Donald Trump begins one of the most perilous weeks of his presidency Monday as momentum for a second impeachment soared over the weekend and a growing number of Republicans broke ranks to openly call for his removal.
House Democrats said they were prepared to vote on impeachment as early as Tuesday for Trump’s role in inciting a mob that stormed the U.S. Capitol last week. In a show of the president’s evaporating support within his own party, Sen. Pat Toomey, R-Pa., suggested Trump should resign and could face “criminal liability” for his actions.
Trump has only days remaining in his term – a point supporters noted – but the debate over how Congress should respond is focused largely on his legacy and his ability to control the GOP once President-elect Joe Biden takes office Jan. 20. Playing into that debate: whether Trump could mount another run for the White House in 2024.
Former New Jersey Gov. Chris Christie, a longtime ally of the president’s, was among several Republicans who said Sunday they support a second impeachment, a double black mark that has never befallen a president. Trump was impeached in 2019 for allegedly soliciting Ukraine’s interference in the 2020 election. He was acquitted in the Senate.
What we had was an incitement to riot at the United States Capitol. We had people killed,” Christie said on ABC’s “This Week. “To me, there’s not a whole lot of question here. … If inciting to insurrection isn’t [impeachable], then I don’t really know what it is.”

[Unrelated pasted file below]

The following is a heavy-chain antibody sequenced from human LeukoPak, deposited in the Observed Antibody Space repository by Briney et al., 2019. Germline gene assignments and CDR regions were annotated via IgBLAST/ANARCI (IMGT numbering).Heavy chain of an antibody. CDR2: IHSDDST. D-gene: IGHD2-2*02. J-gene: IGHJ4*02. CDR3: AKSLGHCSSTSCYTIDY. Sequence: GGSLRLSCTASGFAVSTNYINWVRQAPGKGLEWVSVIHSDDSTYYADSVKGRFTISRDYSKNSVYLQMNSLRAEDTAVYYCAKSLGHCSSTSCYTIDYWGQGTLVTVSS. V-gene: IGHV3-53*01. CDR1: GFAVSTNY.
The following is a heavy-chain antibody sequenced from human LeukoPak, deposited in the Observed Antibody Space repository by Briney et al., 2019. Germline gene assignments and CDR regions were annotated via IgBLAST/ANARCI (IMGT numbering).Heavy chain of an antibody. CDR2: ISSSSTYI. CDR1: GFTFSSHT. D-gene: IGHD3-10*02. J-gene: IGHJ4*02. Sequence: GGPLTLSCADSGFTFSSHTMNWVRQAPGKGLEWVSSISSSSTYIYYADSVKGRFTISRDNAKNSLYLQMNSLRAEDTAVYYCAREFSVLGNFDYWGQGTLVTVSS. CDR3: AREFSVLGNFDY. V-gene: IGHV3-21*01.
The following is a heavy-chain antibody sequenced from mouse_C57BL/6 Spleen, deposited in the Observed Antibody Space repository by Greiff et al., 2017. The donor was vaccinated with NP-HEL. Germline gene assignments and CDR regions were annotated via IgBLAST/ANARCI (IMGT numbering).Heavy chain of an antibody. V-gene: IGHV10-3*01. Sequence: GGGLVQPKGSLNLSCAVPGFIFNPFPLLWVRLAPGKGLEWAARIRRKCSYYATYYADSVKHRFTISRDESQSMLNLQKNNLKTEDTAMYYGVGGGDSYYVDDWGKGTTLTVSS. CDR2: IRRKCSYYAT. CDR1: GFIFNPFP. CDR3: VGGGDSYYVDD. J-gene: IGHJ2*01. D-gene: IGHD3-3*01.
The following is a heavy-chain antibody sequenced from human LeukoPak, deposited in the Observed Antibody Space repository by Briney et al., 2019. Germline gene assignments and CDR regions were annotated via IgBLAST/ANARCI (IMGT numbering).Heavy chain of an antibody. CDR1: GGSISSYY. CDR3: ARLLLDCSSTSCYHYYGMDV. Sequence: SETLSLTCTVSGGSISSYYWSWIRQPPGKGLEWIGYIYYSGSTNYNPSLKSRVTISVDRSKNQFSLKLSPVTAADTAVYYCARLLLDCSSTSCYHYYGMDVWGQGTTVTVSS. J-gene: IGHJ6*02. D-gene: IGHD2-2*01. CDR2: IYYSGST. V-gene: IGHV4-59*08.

Toomey followed the lead of Sen. Lisa Murkowski, R-Alaska, who on Friday became the first Republican senator to call on Trump to resign, though Toomey said Sunday he doesn’t think it will happen. Toomey raised the prospect that Trump could face criminal charges for his role in whipping up his supporters.
“I’m not a lawyer. I’m not a prosecutor,” he said. “But there should be accountability.”
Sen. Ben Sasse, R-Neb. said Friday on “CBS This Morning” that if the House advanced impeachment articles, “I will definitely consider whatever articles they might move” because he believed Trump disregarded his oath of office.
South Carolina Rep. James Clyburn, the third-ranking House Democrat, predicted Sunday on CNN’s “State of the Union” that lawmakers could vote as soon as Tuesday to impeach Trump. He told USA TODAY over the weekend that Democrats should act, regardless of what Senate Republicans decide to do with a trial.